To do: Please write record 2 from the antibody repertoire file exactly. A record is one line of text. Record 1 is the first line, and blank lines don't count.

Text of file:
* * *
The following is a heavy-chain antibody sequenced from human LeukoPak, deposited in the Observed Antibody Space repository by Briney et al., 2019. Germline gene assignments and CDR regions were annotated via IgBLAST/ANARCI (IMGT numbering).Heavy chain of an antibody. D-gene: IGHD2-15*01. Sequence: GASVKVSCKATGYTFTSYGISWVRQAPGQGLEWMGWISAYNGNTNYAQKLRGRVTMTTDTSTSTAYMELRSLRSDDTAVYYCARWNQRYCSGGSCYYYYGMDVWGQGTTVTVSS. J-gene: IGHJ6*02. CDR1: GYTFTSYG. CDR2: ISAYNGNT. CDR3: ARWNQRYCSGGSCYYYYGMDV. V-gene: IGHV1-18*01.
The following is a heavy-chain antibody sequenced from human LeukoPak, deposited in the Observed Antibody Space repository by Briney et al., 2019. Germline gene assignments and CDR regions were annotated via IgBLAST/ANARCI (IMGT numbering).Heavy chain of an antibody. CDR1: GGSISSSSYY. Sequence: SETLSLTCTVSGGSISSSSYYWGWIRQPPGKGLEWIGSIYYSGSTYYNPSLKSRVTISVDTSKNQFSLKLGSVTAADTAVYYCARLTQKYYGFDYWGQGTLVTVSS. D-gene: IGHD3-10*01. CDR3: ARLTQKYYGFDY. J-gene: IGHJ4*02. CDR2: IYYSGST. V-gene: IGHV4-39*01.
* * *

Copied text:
The following is a heavy-chain antibody sequenced from human LeukoPak, deposited in the Observed Antibody Space repository by Briney et al., 2019. Germline gene assignments and CDR regions were annotated via IgBLAST/ANARCI (IMGT numbering).Heavy chain of an antibody. CDR1: GGSISSSSYY. Sequence: SETLSLTCTVSGGSISSSSYYWGWIRQPPGKGLEWIGSIYYSGSTYYNPSLKSRVTISVDTSKNQFSLKLGSVTAADTAVYYCARLTQKYYGFDYWGQGTLVTVSS. D-gene: IGHD3-10*01. CDR3: ARLTQKYYGFDY. J-gene: IGHJ4*02. CDR2: IYYSGST. V-gene: IGHV4-39*01.